Taking care of adult parents often means making difficult decisions. Many seniors would prefer to remain in their own homes until their final days, but this is often not possible. As they age, adults may become more vulnerable to illness, injury, or even depression. You may notice that their basic hygiene needs are not being met, or that they are no longer able to keep their home sanitary or safe. For those with advanced neurological conditions such as Alzheimer’s or dementia, living alone is simply no longer safe. It may be instinctual to move your mother or father in with you or to move in with them, but this is not an option for many families, especially if there are children or work obligations. Fortunately, there are many wonderful long-term care facilities that can provide both physical care and companionship for seniors who need a little extra help. Read on to help your loved one prepare for their big move without burning yourself out in the process.
- Set Healthy Boundaries
It is natural to want to help your parents however you can, but you have your own adult obligations to tend to as well. Though it may be difficult, it is important to make your other commitments clear. Let your parent know what your work schedule looks like and make sure to carve out time for yourself and your family. Keep your word when you say you are going to do something, but do not cave and let yourself be guilted or manipulated.
- Validate Their Feelings
Change is hard, and your loved one will be feeling a lot of things throughout the moving process. They may be scared of leaving their home behind and moving to a new place where they don’t know anyone. Even if you don’t have the answers to all of their concerns, simply acknowledging that their feelings are valid can go a long way towards helping them feel less alone. There will be plenty of opportunities for them to fit in at their new residence, so just allow space for their emotions.
- Validate Your Feelings
Your parent will not be the only one with emotions that are running high. This represents a change for you, too. Your relationship is shifting and you are becoming the parent in many ways. You may be feeling guilty about making this decision, especially if they are experiencing apprehension or anxiety about it. If their old home is the one you grew up in, you will also be saying goodbye to many memories. Take time to grieve your losses and support yourself.
- Ask For Help
Even if your family is small or not local, you do not have to do this alone. Insist that any siblings, spouses, or other relatives do their part throughout the moving process. Ask friends or partners to help you make phone calls, pack or drive items to the new residence, and run errands. Hire a housekeeper for your own home, look into using a packing service, order delivery. You can’t do it all, and you don’t have to.
Moving to a long-term care facility will mean getting rid of a lot of things. As much as possible, go through belongings with your parent. Sell or donate items that do not have personal significance and make plans for those things with memories attached. Use or store such items, at least at first, to minimize the feeling of loss. Bringing small yet important personal items such as photo albums, family quilts, and small knick-knacks helps a new place feel more familiar, especially for those residents with memory impairments.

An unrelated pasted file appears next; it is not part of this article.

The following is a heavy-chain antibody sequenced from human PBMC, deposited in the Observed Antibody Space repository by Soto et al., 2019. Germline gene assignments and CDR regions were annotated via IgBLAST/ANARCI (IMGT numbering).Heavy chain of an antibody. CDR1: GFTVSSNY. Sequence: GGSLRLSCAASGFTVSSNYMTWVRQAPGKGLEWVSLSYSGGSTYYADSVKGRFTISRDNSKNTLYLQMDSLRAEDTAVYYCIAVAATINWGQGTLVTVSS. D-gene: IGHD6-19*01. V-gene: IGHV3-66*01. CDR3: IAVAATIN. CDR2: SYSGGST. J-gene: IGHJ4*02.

- Build A Strong Team
A good skilled nursing facility has a lot of support available for both you and your senior. Talk to staff about any concerns that you and/or your parent may have. Address any potential issues before move-in day so that a plan can be created to handle situations that are likely to arrive. Keep open communication with employees at the facility during those first few weeks and months and advocate for your parent. There are many residents, and it is impossible for even the most experienced staff members to see and anticipate every need.
- Have Realistic Expectations
Every long-term care facility has rules, regulations, and guidelines that must be followed by residents, guests, and staff. Make sure that you and your parent are familiar with these and know what to expect and who to contact with any issues. Involve your senior in the process and allow them to ask any questions, either directly or through you. Write down any confusing rules if necessary as a reminder.
- Plan Your Visits
If your senior is used to living with or near other family members, the adjustment to a long-term facility can be difficult. Follow staff recommendations regarding the frequency of visits and communicate your plans to your parent. Show up when you say you will, but resist any of their efforts to manipulate you into daily visits. It is necessary to allow time for them to settle into their routine, so strike a good balance that allows for connection and independence.
- Trust Your Instincts
Second-guessing yourself is normal, especially if your parent is pressuring you to consider other options. Remember that you did not enter into this decision lightly. You did ample research and weighed out all the relevant factors. You made the right choice, and the skilled nursing facility is equipped to handle your parent’s needs better than you are. Trust in them and yourself.
- Be Patient!
Any new situation takes time to adjust to. Give yourself and your parent time to learn what the new normal looks like. The average senior takes 3 to 6 months to adapt to their new setting, though actual timing varies by individual. Things will keep getting better, so focus on the positives and provide as much support as you feel comfortable with.
Princeton Health Care Center welcomes questions and concerns from potential residents and their family members. Contact us today to learn more about our services.